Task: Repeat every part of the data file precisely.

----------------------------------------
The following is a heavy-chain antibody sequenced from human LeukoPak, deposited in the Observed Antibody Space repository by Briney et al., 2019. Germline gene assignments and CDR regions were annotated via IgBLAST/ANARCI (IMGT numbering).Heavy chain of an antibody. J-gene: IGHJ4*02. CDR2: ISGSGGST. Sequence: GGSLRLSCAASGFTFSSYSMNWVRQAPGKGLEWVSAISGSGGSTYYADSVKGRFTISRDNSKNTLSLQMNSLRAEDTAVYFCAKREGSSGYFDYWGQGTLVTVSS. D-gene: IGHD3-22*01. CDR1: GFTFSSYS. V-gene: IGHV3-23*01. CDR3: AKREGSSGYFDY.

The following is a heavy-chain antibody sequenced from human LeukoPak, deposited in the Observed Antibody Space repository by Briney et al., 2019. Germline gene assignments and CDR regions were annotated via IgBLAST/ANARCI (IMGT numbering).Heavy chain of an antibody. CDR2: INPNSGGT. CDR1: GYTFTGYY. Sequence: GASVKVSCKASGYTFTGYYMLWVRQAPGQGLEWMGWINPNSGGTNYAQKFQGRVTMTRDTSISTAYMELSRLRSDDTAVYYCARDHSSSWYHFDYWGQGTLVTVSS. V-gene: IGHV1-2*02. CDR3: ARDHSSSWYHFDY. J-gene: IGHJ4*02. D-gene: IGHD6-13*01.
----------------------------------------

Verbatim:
The following is a heavy-chain antibody sequenced from human LeukoPak, deposited in the Observed Antibody Space repository by Briney et al., 2019. Germline gene assignments and CDR regions were annotated via IgBLAST/ANARCI (IMGT numbering).Heavy chain of an antibody. J-gene: IGHJ4*02. CDR2: ISGSGGST. Sequence: GGSLRLSCAASGFTFSSYSMNWVRQAPGKGLEWVSAISGSGGSTYYADSVKGRFTISRDNSKNTLSLQMNSLRAEDTAVYFCAKREGSSGYFDYWGQGTLVTVSS. D-gene: IGHD3-22*01. CDR1: GFTFSSYS. V-gene: IGHV3-23*01. CDR3: AKREGSSGYFDY.

The following is a heavy-chain antibody sequenced from human LeukoPak, deposited in the Observed Antibody Space repository by Briney et al., 2019. Germline gene assignments and CDR regions were annotated via IgBLAST/ANARCI (IMGT numbering).Heavy chain of an antibody. CDR2: INPNSGGT. CDR1: GYTFTGYY. Sequence: GASVKVSCKASGYTFTGYYMLWVRQAPGQGLEWMGWINPNSGGTNYAQKFQGRVTMTRDTSISTAYMELSRLRSDDTAVYYCARDHSSSWYHFDYWGQGTLVTVSS. V-gene: IGHV1-2*02. CDR3: ARDHSSSWYHFDY. J-gene: IGHJ4*02. D-gene: IGHD6-13*01.